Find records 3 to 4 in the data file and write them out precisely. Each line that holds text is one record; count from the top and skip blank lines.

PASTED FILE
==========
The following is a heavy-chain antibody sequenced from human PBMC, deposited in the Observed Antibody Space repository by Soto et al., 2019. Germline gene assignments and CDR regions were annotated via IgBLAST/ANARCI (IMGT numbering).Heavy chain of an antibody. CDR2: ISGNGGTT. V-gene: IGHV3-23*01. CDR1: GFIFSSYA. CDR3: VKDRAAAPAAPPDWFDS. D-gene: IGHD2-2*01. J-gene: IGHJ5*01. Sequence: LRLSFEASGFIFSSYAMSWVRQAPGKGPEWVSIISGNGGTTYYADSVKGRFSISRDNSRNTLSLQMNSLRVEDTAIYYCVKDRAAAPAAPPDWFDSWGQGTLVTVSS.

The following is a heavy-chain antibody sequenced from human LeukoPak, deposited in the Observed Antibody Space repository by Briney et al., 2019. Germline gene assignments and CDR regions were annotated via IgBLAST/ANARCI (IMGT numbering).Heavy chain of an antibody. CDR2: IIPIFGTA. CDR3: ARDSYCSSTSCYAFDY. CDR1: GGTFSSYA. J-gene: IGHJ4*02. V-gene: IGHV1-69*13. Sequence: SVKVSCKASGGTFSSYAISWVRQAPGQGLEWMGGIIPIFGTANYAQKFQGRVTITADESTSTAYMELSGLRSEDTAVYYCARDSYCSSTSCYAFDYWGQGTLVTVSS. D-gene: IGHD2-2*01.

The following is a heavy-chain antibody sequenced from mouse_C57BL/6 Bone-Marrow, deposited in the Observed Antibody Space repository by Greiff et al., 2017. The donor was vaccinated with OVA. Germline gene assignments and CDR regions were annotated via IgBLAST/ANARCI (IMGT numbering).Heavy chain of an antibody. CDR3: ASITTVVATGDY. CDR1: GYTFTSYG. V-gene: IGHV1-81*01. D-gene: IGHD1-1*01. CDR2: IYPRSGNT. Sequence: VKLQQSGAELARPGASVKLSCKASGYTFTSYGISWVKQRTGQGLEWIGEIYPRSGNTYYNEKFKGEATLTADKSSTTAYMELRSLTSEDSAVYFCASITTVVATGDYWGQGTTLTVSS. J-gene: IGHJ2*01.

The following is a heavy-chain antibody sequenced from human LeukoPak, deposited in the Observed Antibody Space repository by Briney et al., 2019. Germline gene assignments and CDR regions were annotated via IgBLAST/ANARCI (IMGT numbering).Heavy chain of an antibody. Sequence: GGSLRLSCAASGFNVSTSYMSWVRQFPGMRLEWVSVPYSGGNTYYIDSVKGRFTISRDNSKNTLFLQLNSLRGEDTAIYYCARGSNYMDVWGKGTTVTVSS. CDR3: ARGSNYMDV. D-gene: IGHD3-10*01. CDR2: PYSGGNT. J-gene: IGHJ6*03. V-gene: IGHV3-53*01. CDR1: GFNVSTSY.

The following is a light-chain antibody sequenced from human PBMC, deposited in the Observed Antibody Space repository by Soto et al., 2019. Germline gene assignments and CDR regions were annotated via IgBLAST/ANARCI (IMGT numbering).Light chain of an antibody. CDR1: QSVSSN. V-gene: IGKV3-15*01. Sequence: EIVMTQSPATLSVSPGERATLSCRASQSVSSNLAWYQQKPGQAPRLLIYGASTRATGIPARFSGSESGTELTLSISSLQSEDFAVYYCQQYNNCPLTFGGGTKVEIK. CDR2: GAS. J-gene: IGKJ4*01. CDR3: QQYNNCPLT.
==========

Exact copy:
The following is a heavy-chain antibody sequenced from mouse_C57BL/6 Bone-Marrow, deposited in the Observed Antibody Space repository by Greiff et al., 2017. The donor was vaccinated with OVA. Germline gene assignments and CDR regions were annotated via IgBLAST/ANARCI (IMGT numbering).Heavy chain of an antibody. CDR3: ASITTVVATGDY. CDR1: GYTFTSYG. V-gene: IGHV1-81*01. D-gene: IGHD1-1*01. CDR2: IYPRSGNT. Sequence: VKLQQSGAELARPGASVKLSCKASGYTFTSYGISWVKQRTGQGLEWIGEIYPRSGNTYYNEKFKGEATLTADKSSTTAYMELRSLTSEDSAVYFCASITTVVATGDYWGQGTTLTVSS. J-gene: IGHJ2*01.

The following is a heavy-chain antibody sequenced from human LeukoPak, deposited in the Observed Antibody Space repository by Briney et al., 2019. Germline gene assignments and CDR regions were annotated via IgBLAST/ANARCI (IMGT numbering).Heavy chain of an antibody. Sequence: GGSLRLSCAASGFNVSTSYMSWVRQFPGMRLEWVSVPYSGGNTYYIDSVKGRFTISRDNSKNTLFLQLNSLRGEDTAIYYCARGSNYMDVWGKGTTVTVSS. CDR3: ARGSNYMDV. D-gene: IGHD3-10*01. CDR2: PYSGGNT. J-gene: IGHJ6*03. V-gene: IGHV3-53*01. CDR1: GFNVSTSY.